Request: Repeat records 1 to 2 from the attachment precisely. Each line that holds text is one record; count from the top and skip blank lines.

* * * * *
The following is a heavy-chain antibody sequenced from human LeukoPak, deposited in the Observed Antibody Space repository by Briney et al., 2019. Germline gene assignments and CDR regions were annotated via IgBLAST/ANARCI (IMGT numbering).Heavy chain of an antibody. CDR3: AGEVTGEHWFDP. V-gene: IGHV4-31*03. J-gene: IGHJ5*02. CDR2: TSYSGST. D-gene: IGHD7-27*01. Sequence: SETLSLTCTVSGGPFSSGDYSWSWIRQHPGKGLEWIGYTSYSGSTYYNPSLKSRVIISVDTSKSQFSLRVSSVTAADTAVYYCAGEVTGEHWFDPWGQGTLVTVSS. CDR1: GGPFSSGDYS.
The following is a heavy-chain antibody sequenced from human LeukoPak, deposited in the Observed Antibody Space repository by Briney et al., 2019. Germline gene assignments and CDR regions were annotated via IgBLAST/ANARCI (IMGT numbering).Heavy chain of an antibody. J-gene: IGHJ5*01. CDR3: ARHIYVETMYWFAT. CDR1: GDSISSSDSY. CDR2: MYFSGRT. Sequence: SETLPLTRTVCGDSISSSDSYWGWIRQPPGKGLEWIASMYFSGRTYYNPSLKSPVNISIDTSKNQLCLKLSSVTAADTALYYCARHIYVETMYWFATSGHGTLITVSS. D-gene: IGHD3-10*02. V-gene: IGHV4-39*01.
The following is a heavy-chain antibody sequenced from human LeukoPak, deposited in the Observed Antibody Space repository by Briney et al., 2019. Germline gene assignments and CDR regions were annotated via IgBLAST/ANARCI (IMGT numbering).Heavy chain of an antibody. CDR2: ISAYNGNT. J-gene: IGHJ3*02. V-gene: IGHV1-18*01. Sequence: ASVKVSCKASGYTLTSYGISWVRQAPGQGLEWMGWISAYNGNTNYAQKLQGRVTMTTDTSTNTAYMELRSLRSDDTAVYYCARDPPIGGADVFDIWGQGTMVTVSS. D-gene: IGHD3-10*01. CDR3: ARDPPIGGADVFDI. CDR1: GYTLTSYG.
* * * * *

The following is a heavy-chain antibody sequenced from human LeukoPak, deposited in the Observed Antibody Space repository by Briney et al., 2019. Germline gene assignments and CDR regions were annotated via IgBLAST/ANARCI (IMGT numbering).Heavy chain of an antibody. CDR3: AGEVTGEHWFDP. V-gene: IGHV4-31*03. J-gene: IGHJ5*02. CDR2: TSYSGST. D-gene: IGHD7-27*01. Sequence: SETLSLTCTVSGGPFSSGDYSWSWIRQHPGKGLEWIGYTSYSGSTYYNPSLKSRVIISVDTSKSQFSLRVSSVTAADTAVYYCAGEVTGEHWFDPWGQGTLVTVSS. CDR1: GGPFSSGDYS.
The following is a heavy-chain antibody sequenced from human LeukoPak, deposited in the Observed Antibody Space repository by Briney et al., 2019. Germline gene assignments and CDR regions were annotated via IgBLAST/ANARCI (IMGT numbering).Heavy chain of an antibody. J-gene: IGHJ5*01. CDR3: ARHIYVETMYWFAT. CDR1: GDSISSSDSY. CDR2: MYFSGRT. Sequence: SETLPLTRTVCGDSISSSDSYWGWIRQPPGKGLEWIASMYFSGRTYYNPSLKSPVNISIDTSKNQLCLKLSSVTAADTALYYCARHIYVETMYWFATSGHGTLITVSS. D-gene: IGHD3-10*02. V-gene: IGHV4-39*01.